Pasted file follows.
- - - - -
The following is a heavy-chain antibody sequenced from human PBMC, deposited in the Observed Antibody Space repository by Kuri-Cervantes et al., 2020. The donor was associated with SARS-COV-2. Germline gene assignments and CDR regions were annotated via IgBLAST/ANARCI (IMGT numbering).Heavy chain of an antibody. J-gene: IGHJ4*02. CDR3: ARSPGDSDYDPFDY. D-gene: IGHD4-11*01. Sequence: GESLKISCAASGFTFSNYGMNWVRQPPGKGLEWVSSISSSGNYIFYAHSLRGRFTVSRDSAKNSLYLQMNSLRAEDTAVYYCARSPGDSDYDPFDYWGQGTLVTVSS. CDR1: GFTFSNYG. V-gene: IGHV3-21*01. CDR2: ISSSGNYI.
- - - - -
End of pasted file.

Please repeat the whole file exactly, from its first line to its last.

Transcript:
The following is a heavy-chain antibody sequenced from human PBMC, deposited in the Observed Antibody Space repository by Kuri-Cervantes et al., 2020. The donor was associated with SARS-COV-2. Germline gene assignments and CDR regions were annotated via IgBLAST/ANARCI (IMGT numbering).Heavy chain of an antibody. J-gene: IGHJ4*02. CDR3: ARSPGDSDYDPFDY. D-gene: IGHD4-11*01. Sequence: GESLKISCAASGFTFSNYGMNWVRQPPGKGLEWVSSISSSGNYIFYAHSLRGRFTVSRDSAKNSLYLQMNSLRAEDTAVYYCARSPGDSDYDPFDYWGQGTLVTVSS. CDR1: GFTFSNYG. V-gene: IGHV3-21*01. CDR2: ISSSGNYI.